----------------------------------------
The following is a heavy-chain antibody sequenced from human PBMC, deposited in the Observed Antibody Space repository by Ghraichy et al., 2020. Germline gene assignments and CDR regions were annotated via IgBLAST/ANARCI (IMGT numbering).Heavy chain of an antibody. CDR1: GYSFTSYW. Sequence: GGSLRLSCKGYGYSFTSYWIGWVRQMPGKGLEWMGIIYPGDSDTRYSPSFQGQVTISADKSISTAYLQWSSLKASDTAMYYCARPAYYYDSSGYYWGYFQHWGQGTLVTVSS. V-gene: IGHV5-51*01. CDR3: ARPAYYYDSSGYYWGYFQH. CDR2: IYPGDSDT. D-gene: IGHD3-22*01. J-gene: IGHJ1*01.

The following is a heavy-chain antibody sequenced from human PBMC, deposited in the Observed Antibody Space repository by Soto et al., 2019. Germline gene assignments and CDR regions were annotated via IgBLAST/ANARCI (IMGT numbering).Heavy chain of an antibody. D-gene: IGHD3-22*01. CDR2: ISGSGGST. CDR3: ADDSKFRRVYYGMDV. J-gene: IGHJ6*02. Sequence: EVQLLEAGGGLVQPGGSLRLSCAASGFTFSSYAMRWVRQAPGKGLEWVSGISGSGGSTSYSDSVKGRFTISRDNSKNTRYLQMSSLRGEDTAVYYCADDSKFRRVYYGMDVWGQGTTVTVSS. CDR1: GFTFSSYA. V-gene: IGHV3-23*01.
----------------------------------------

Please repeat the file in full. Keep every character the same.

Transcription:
The following is a heavy-chain antibody sequenced from human PBMC, deposited in the Observed Antibody Space repository by Ghraichy et al., 2020. Germline gene assignments and CDR regions were annotated via IgBLAST/ANARCI (IMGT numbering).Heavy chain of an antibody. CDR1: GYSFTSYW. Sequence: GGSLRLSCKGYGYSFTSYWIGWVRQMPGKGLEWMGIIYPGDSDTRYSPSFQGQVTISADKSISTAYLQWSSLKASDTAMYYCARPAYYYDSSGYYWGYFQHWGQGTLVTVSS. V-gene: IGHV5-51*01. CDR3: ARPAYYYDSSGYYWGYFQH. CDR2: IYPGDSDT. D-gene: IGHD3-22*01. J-gene: IGHJ1*01.

The following is a heavy-chain antibody sequenced from human PBMC, deposited in the Observed Antibody Space repository by Soto et al., 2019. Germline gene assignments and CDR regions were annotated via IgBLAST/ANARCI (IMGT numbering).Heavy chain of an antibody. D-gene: IGHD3-22*01. CDR2: ISGSGGST. CDR3: ADDSKFRRVYYGMDV. J-gene: IGHJ6*02. Sequence: EVQLLEAGGGLVQPGGSLRLSCAASGFTFSSYAMRWVRQAPGKGLEWVSGISGSGGSTSYSDSVKGRFTISRDNSKNTRYLQMSSLRGEDTAVYYCADDSKFRRVYYGMDVWGQGTTVTVSS. CDR1: GFTFSSYA. V-gene: IGHV3-23*01.